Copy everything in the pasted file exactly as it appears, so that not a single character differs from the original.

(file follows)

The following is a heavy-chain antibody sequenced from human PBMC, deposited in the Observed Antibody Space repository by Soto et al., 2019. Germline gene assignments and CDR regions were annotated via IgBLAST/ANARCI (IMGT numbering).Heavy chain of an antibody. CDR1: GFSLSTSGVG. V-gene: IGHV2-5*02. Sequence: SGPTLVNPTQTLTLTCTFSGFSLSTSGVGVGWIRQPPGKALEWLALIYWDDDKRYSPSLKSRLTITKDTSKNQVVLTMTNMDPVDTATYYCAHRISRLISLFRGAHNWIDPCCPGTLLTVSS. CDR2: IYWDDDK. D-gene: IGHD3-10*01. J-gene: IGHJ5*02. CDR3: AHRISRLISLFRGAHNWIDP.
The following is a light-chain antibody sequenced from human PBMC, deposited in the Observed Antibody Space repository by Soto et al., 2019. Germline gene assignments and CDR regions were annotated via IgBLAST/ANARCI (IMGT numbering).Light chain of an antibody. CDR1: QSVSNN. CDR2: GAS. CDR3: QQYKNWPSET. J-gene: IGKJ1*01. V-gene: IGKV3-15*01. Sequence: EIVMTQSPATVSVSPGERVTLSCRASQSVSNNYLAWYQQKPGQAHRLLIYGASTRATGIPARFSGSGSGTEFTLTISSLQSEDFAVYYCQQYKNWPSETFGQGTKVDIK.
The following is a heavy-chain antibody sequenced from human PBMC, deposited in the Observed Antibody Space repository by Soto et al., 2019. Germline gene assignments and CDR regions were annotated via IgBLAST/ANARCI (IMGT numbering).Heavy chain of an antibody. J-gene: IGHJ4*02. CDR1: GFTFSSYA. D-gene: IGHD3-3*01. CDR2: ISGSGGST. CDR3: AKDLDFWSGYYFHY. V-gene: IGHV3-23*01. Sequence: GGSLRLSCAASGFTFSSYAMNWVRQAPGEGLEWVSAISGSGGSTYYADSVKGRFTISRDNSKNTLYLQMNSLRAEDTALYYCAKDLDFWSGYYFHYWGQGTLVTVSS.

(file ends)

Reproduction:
The following is a heavy-chain antibody sequenced from human PBMC, deposited in the Observed Antibody Space repository by Soto et al., 2019. Germline gene assignments and CDR regions were annotated via IgBLAST/ANARCI (IMGT numbering).Heavy chain of an antibody. CDR1: GFSLSTSGVG. V-gene: IGHV2-5*02. Sequence: SGPTLVNPTQTLTLTCTFSGFSLSTSGVGVGWIRQPPGKALEWLALIYWDDDKRYSPSLKSRLTITKDTSKNQVVLTMTNMDPVDTATYYCAHRISRLISLFRGAHNWIDPCCPGTLLTVSS. CDR2: IYWDDDK. D-gene: IGHD3-10*01. J-gene: IGHJ5*02. CDR3: AHRISRLISLFRGAHNWIDP.
The following is a light-chain antibody sequenced from human PBMC, deposited in the Observed Antibody Space repository by Soto et al., 2019. Germline gene assignments and CDR regions were annotated via IgBLAST/ANARCI (IMGT numbering).Light chain of an antibody. CDR1: QSVSNN. CDR2: GAS. CDR3: QQYKNWPSET. J-gene: IGKJ1*01. V-gene: IGKV3-15*01. Sequence: EIVMTQSPATVSVSPGERVTLSCRASQSVSNNYLAWYQQKPGQAHRLLIYGASTRATGIPARFSGSGSGTEFTLTISSLQSEDFAVYYCQQYKNWPSETFGQGTKVDIK.
The following is a heavy-chain antibody sequenced from human PBMC, deposited in the Observed Antibody Space repository by Soto et al., 2019. Germline gene assignments and CDR regions were annotated via IgBLAST/ANARCI (IMGT numbering).Heavy chain of an antibody. J-gene: IGHJ4*02. CDR1: GFTFSSYA. D-gene: IGHD3-3*01. CDR2: ISGSGGST. CDR3: AKDLDFWSGYYFHY. V-gene: IGHV3-23*01. Sequence: GGSLRLSCAASGFTFSSYAMNWVRQAPGEGLEWVSAISGSGGSTYYADSVKGRFTISRDNSKNTLYLQMNSLRAEDTALYYCAKDLDFWSGYYFHYWGQGTLVTVSS.